Breaking from the overwhelming majority of prior case law, two bankruptcy courts recently held that Medicare and Medicaid provider agreements can be assigned as part of a Section 363 bankruptcy sale free and clear of the assignor’s liabilities under the provider agreements.

Purchasers of health care related assets often wish to obtain an assignment of the seller’s corresponding Medicare and/or Medicaid provider agreements (collectively, the “Provider Agreements”) because such an assignment permits the purchaser to begin billing for Medicare and Medicaid services immediately following the closing, instead of waiting several months to obtain the necessary approvals for new Provider Agreements. Having the ability to immediately bill Medicare and/or Medicaid for services is often critical to a purchaser of health care assets because the purchaser needs such revenue in order to insure that there is sufficient cash-flow to support the ongoing operation of the newly-acquired health care assets.

There is, however, a significant drawback to taking an assignment of a seller’s Provider Agreement(s).Namely, the Centers for Medicare & Medicaid Services (“CMS”) and their state counterparts (collectively and together with CMS, the “Administrators”) require the assignee to assume “successor liability” for all of the seller’s outstanding liabilities under the assigned Provider Agreements, including liabilities relating to any pre-assignment overpayments that the seller may have received. These overpayment liabilities can sometimes prove to be disastrously large.

For many years, the Administrators have been largely successful in imposing successor liability when a health care provider in Chapter 11 bankruptcy transfers its Provider Agreements to a third-party purchaser. Specifically, the Administrators have argued that for bankruptcy purposes, Provider Agreements constitute “executory contracts,” and that the rules governing the assumption and assignment of executory contracts as set forth in Bankruptcy Code Section 365(b) apply. In this context, the Administrators contend that in order for a proposed assignment of a Provider Agreement to comply with Section 365(b), the Administrators must receive “adequate assurance” of “prompt cure” and “future performance.” In practical effect, this typically means that a party taking an assignment of a Provider Agreement from a Chapter 11 debtor must assume the same successor liability that it would outside the context of a bankruptcy proceeding.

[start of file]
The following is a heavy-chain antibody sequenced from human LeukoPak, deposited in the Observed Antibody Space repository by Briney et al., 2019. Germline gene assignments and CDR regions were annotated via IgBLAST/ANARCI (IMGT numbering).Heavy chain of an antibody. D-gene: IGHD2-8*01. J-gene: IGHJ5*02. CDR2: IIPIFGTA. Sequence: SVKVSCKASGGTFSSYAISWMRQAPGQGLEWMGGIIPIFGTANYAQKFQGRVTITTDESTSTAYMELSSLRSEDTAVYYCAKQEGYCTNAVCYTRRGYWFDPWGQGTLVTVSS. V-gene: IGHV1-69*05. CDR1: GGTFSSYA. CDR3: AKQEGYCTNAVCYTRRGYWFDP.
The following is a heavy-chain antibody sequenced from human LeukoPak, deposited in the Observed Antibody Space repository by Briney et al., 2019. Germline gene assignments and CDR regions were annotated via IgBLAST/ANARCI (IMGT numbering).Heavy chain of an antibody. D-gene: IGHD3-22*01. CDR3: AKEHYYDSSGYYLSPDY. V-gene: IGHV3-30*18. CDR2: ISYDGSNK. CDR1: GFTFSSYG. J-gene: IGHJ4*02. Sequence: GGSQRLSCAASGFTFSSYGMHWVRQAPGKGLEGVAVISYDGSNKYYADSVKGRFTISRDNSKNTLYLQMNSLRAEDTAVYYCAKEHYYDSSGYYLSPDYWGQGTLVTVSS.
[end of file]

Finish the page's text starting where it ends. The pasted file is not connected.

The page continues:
Breaking from the majority of courts (and practitioners) that have adhered to this Section 365(b) analysis, two recent bankruptcy cases hold that Provider Agreements are not “executory contracts” under the Bankruptcy Code, so Section 365(b) does not apply. Instead, these cases hold that Provider Agreements constitute “statutory entitlements” and can be transferred by a Chapter 11 debtor under Bankruptcy Code Section 363(f) “free and clear of any interest,” including amounts due or that may become due under the Provider Agreement for pre-assignment activities.

The first of these decisions was an oral ruling issued by the Honorable Kevin Gross, United States Bankruptcy Judge from the District of Delaware, on September 5, 2019 in the Chapter 11 proceedings of Center City Healthcare, LLC and its affiliates (collectively, “CCH”).

CCH’s Chapter 11 proceedings were commenced on June 30, 2019—less than two years after CCH had been formed by private equity firm Paladin Healthcare to acquire two, long-enduring hospitals located in the City of Philadelphia: St. Christopher’s Hospital for Children, founded in 1875; and Hahnemann University Hospital, founded in 1885.

Prior to its Chapter 11 filing, CCH had already made plans to close Hahnemann University Hospital. As a teaching hospital, however, Hahnemann hosted a resident physician training program (the “Residency Program”) under which CCH is entitled to receive Medicare reimbursements up to $100,000 annually for each participating resident physician. During the course of its Chapter 11 proceeding, CCH sought authority under Bankruptcy Code Section 363(f) to sell and assign its Residency Program along with its Medicare Provider Agreement to a third-party purchaser. As part of the proposed transaction, CCH offered to establish a $3 million escrow, which would serve as CMS’s sole source of recovery for any and all pre-transfer overpayments and/or similar liabilities that might be found still owing under the Medicare Provider Agreement.

After receiving an initial stalking horse bid of $7.5 million, CCH commenced an auction on August 8, 2019, at which a local consortium of non-profit hospitals led by Thomas Jefferson University Hospital (the “Jefferson Consortium”) ultimately offered to pay $55 million to acquire CCH’s Residency Program and its corresponding Medicare Provider Agreement.